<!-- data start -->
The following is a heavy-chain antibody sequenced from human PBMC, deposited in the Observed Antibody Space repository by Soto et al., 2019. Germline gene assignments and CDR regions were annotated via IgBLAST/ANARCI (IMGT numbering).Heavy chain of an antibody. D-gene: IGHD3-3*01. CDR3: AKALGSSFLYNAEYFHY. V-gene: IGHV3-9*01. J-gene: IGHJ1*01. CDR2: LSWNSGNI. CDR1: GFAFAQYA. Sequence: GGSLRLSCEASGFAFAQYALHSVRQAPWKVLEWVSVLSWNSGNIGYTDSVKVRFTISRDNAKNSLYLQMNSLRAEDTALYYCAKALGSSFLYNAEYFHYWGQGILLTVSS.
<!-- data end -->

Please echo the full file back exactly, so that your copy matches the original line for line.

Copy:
The following is a heavy-chain antibody sequenced from human PBMC, deposited in the Observed Antibody Space repository by Soto et al., 2019. Germline gene assignments and CDR regions were annotated via IgBLAST/ANARCI (IMGT numbering).Heavy chain of an antibody. D-gene: IGHD3-3*01. CDR3: AKALGSSFLYNAEYFHY. V-gene: IGHV3-9*01. J-gene: IGHJ1*01. CDR2: LSWNSGNI. CDR1: GFAFAQYA. Sequence: GGSLRLSCEASGFAFAQYALHSVRQAPWKVLEWVSVLSWNSGNIGYTDSVKVRFTISRDNAKNSLYLQMNSLRAEDTALYYCAKALGSSFLYNAEYFHYWGQGILLTVSS.